Field Sobriety Testing in DUI Cases: A General Overview
Field Sobriety Tests (also referred to as FST’s, physical sobriety exercises, field tests, roadsides, etc.) are a set of subjective examinations used by law enforcement agencies all over the country in DUI investigations. They are a set of divided attention tasks that supposedly provide police with a way of determining whether or not a suspect is impaired. They also are used by police in attempts to obtain probable cause for a DUI arrest.
If you are requested to submit to the exercises, it’s because the officer already thinks that you are impaired. In fact, unless the officer has at least a reasonable suspicion you were driving under the influence, he legally cannot request you to perform them. It doesn’t take much for an officer’s belief to be reasonable – just the mere fact that he smells an odor on your breath could be enough.
Your performance on the field exercises is supposed to be used to confirm or dispell the officer’s suspicion that you are impaired. The problem with that is the officer’s suspicion is entirely subjective – that is, it is based solely on his belief and opinion. Furthermore, since the officer already suspects you are impaired before you even begin the exercises, he will be a bias observer and will evaluate your performance in such a way that will aways produce skewed results.
Voluntary or Involuntary?
Field sobriety exercises are voluntary. Unfortunately most people are unaware of this fact and submit because they think they have no choice. In reality, the police are supposed to inform you that the tests are voluntary, and should “request” you to submit, or ask whether you agree to perform them. In practice, however, officers may merely demand or order you to comply, or begin administering them without giving you an opportunity to refuse.
If you were forced into performing the exercises, or not otherwise told they were voluntary, be sure to tell your attorney immediately. It may not make or break your case, but it is absolutely relevant and may be helpful to your defense.
Consequences of Refusal
Refusing to comply with an officer’s request to submit to roadsides is not the same as refusing to submit to a chemical test of your breath, blood, or urine. Refusal to give a chemical sample carries far more serious consequences, including the loss of your driving privileges under most state’s implied consent laws. Refusal to perform roadsides will not result in a license suspension; however, in some jurisdictions it can and will be used against you in court.
In some states the prosecution is not allowed to comment on your refusal, but in other states the prosecutor is entitled to inform the jury you declined to comply – which is then used as an indication of your guilty mind. The thought there is that someone who is really innocent will do everything they can to prove they are innocent. It is therefore important to obtain an attorney because you must make the jury understand that refusal alone does not indicate guilt, and that several justifications exist for choosing not to comply.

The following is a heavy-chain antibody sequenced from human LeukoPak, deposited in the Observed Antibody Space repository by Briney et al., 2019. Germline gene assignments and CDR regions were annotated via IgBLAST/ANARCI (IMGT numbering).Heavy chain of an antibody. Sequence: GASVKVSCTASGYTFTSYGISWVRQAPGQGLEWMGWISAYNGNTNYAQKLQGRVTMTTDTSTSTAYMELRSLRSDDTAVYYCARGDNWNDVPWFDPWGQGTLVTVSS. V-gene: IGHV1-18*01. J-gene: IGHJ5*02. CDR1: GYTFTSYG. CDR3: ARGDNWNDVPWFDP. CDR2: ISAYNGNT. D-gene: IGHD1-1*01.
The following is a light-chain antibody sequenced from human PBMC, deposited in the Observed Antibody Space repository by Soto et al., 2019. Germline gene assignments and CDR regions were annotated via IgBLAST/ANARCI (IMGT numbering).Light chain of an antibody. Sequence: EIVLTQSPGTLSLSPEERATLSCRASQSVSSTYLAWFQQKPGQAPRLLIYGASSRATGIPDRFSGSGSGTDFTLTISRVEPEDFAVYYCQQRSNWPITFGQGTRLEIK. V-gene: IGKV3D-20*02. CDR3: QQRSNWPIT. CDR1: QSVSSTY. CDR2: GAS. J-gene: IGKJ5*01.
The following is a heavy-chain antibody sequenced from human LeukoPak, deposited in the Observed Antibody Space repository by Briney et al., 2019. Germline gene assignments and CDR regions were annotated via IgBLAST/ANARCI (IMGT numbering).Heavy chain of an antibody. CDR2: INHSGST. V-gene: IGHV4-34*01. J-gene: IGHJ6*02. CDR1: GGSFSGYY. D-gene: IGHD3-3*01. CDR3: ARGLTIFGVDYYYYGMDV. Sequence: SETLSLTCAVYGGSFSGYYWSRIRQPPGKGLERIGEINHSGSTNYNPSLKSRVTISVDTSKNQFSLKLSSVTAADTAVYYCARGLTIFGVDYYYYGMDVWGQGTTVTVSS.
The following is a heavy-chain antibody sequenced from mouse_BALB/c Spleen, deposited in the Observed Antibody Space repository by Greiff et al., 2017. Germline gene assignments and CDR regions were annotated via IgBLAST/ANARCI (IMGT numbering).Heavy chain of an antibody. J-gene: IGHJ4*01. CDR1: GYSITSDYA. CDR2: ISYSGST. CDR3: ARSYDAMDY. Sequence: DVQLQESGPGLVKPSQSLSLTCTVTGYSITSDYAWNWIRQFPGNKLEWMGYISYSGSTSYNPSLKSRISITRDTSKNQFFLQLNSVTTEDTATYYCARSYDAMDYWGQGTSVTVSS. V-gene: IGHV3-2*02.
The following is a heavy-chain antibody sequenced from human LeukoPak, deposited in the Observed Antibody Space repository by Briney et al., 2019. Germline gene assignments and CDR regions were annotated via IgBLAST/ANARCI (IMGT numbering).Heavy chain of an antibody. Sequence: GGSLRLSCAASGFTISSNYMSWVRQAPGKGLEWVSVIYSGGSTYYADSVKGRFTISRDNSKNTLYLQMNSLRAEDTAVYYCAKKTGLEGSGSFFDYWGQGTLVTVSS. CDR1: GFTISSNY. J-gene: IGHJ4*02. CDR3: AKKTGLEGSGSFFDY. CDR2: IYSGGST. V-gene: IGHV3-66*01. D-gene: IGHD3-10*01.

When you shouldn’t submit (always!)
The answer to the question of whether or not you should ever submit to the roadside exercises is always no. Even if you have had nothing to drink at all, you still shouldn’t submit to the exercises. The reason why is because even sober, people can and will still “fail” these sobriety tests. Several factors can affect your ability to perform the exercises to standards that have absolutely nothing to do with intoxication.
The biggest factor other than impairment that could cause you to “fail” is being tired. Most DUI investigations are conducted late at night. Symptoms of fatigue can mirror those of intoxication. Poor roadside conditions will also have a major impact on performance. Perhaps you were on a sloping hill of a street, or on a narrow shoulder of a busy highway. The weather is a big factor. Imagine standing on one foot in freezing cold while it’s snowing or in the pouring rain! What you are wearing can skew results too – high heels and pants that are too baggy or so long they drag on the floor can affect your ability to balance. Finally, inexperienced and poorly trained police officers that improperly administer the test guarantee results that are always invalid.
According to the National Highway Safety Traffic Administration (NHTSA), people over the age of 65 or those overweight by more than 50 pounds will not be able to perform the test. Individuals with medical problems, such as leg or back pains, ear infections, or those taking certain medications shouldn’t submit either. And if you have ADD or other psychological disorders, you better believe refusing is your best option - such conditions will affect your ability to pay attention to the officer’s instructions.